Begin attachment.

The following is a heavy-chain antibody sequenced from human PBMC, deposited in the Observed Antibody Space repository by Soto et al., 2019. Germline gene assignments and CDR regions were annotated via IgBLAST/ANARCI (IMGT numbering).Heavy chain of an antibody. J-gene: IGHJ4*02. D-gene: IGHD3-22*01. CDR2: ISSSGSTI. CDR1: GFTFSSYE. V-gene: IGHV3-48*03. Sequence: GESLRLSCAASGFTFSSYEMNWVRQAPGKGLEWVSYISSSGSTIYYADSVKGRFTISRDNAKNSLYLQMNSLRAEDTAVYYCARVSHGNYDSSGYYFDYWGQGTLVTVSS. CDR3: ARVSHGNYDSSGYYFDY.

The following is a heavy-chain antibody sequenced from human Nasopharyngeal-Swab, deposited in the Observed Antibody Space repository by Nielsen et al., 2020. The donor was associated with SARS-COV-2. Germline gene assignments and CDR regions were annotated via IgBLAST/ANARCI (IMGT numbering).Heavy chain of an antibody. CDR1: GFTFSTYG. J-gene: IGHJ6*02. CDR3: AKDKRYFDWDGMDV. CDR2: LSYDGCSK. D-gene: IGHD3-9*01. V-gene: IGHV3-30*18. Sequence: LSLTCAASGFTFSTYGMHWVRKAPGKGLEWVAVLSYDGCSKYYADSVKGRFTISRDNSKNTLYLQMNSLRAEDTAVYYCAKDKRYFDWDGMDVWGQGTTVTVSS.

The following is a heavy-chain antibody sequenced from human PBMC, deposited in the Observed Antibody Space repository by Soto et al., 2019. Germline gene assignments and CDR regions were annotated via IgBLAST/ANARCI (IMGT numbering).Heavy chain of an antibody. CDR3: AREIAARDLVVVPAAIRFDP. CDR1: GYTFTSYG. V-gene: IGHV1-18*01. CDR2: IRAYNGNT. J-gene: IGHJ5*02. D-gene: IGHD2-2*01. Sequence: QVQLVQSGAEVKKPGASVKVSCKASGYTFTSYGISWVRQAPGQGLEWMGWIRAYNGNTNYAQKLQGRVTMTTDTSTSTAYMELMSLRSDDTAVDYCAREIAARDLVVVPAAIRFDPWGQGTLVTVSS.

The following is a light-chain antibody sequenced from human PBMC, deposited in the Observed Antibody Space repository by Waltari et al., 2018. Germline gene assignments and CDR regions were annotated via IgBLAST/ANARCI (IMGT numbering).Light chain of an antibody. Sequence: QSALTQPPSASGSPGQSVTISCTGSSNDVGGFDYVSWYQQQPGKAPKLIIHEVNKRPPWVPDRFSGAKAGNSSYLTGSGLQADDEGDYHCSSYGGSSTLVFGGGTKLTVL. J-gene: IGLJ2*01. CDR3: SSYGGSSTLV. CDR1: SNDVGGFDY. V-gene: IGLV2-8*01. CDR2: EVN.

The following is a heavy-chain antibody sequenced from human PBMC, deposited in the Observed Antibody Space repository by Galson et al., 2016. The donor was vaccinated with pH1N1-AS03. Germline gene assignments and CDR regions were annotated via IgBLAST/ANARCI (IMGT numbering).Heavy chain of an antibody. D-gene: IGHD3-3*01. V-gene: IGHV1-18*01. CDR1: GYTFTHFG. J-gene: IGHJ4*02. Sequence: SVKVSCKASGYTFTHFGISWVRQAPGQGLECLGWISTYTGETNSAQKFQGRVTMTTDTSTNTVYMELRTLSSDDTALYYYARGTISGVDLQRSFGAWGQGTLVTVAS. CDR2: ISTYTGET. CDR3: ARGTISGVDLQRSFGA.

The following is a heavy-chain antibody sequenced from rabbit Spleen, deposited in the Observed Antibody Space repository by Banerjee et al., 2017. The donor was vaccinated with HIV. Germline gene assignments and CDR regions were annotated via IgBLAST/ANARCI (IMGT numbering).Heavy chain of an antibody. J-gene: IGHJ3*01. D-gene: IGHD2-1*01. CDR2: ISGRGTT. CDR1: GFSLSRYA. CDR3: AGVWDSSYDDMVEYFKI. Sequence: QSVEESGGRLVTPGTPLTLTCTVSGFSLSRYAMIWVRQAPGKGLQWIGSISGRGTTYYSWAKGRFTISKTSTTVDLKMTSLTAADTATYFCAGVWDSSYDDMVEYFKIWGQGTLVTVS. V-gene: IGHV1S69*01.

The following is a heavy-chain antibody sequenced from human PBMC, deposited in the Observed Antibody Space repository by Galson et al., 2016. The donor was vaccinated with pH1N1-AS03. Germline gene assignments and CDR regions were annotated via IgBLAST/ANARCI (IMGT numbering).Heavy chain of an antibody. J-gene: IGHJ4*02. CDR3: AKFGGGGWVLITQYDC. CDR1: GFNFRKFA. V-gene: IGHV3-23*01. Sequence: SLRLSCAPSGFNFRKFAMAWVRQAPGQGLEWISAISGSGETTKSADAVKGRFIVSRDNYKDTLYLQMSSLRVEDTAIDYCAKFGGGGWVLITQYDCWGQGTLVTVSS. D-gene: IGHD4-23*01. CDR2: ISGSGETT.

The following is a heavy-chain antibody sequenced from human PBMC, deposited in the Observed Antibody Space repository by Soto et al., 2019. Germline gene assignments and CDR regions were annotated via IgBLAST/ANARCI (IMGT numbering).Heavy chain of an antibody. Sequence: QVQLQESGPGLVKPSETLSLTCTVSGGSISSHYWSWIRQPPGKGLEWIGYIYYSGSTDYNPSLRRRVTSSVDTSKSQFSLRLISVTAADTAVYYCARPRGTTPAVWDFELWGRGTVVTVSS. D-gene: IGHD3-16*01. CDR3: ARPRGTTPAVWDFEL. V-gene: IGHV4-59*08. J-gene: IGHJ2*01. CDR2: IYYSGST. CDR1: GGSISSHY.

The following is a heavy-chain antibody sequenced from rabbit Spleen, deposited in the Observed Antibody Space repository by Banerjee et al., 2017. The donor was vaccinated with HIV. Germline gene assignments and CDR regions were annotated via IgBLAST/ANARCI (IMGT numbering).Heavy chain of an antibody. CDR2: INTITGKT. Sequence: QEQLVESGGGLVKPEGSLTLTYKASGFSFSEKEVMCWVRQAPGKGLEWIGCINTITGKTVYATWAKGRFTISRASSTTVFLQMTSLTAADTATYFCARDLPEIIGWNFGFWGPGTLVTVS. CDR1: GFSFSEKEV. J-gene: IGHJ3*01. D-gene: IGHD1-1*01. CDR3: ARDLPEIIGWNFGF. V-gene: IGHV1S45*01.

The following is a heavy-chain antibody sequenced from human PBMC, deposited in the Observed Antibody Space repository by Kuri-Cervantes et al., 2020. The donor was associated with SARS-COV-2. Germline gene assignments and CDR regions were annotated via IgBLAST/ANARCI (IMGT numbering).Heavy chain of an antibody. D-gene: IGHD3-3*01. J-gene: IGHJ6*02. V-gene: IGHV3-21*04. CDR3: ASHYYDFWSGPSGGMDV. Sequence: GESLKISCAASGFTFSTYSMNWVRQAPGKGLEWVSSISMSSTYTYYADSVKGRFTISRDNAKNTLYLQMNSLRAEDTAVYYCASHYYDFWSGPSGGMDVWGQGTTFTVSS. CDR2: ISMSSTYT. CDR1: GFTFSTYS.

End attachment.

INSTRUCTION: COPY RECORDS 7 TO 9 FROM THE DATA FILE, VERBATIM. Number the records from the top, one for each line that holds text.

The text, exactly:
The following is a heavy-chain antibody sequenced from human PBMC, deposited in the Observed Antibody Space repository by Galson et al., 2016. The donor was vaccinated with pH1N1-AS03. Germline gene assignments and CDR regions were annotated via IgBLAST/ANARCI (IMGT numbering).Heavy chain of an antibody. J-gene: IGHJ4*02. CDR3: AKFGGGGWVLITQYDC. CDR1: GFNFRKFA. V-gene: IGHV3-23*01. Sequence: SLRLSCAPSGFNFRKFAMAWVRQAPGQGLEWISAISGSGETTKSADAVKGRFIVSRDNYKDTLYLQMSSLRVEDTAIDYCAKFGGGGWVLITQYDCWGQGTLVTVSS. D-gene: IGHD4-23*01. CDR2: ISGSGETT.

The following is a heavy-chain antibody sequenced from human PBMC, deposited in the Observed Antibody Space repository by Soto et al., 2019. Germline gene assignments and CDR regions were annotated via IgBLAST/ANARCI (IMGT numbering).Heavy chain of an antibody. Sequence: QVQLQESGPGLVKPSETLSLTCTVSGGSISSHYWSWIRQPPGKGLEWIGYIYYSGSTDYNPSLRRRVTSSVDTSKSQFSLRLISVTAADTAVYYCARPRGTTPAVWDFELWGRGTVVTVSS. D-gene: IGHD3-16*01. CDR3: ARPRGTTPAVWDFEL. V-gene: IGHV4-59*08. J-gene: IGHJ2*01. CDR2: IYYSGST. CDR1: GGSISSHY.

The following is a heavy-chain antibody sequenced from rabbit Spleen, deposited in the Observed Antibody Space repository by Banerjee et al., 2017. The donor was vaccinated with HIV. Germline gene assignments and CDR regions were annotated via IgBLAST/ANARCI (IMGT numbering).Heavy chain of an antibody. CDR2: INTITGKT. Sequence: QEQLVESGGGLVKPEGSLTLTYKASGFSFSEKEVMCWVRQAPGKGLEWIGCINTITGKTVYATWAKGRFTISRASSTTVFLQMTSLTAADTATYFCARDLPEIIGWNFGFWGPGTLVTVS. CDR1: GFSFSEKEV. J-gene: IGHJ3*01. D-gene: IGHD1-1*01. CDR3: ARDLPEIIGWNFGF. V-gene: IGHV1S45*01.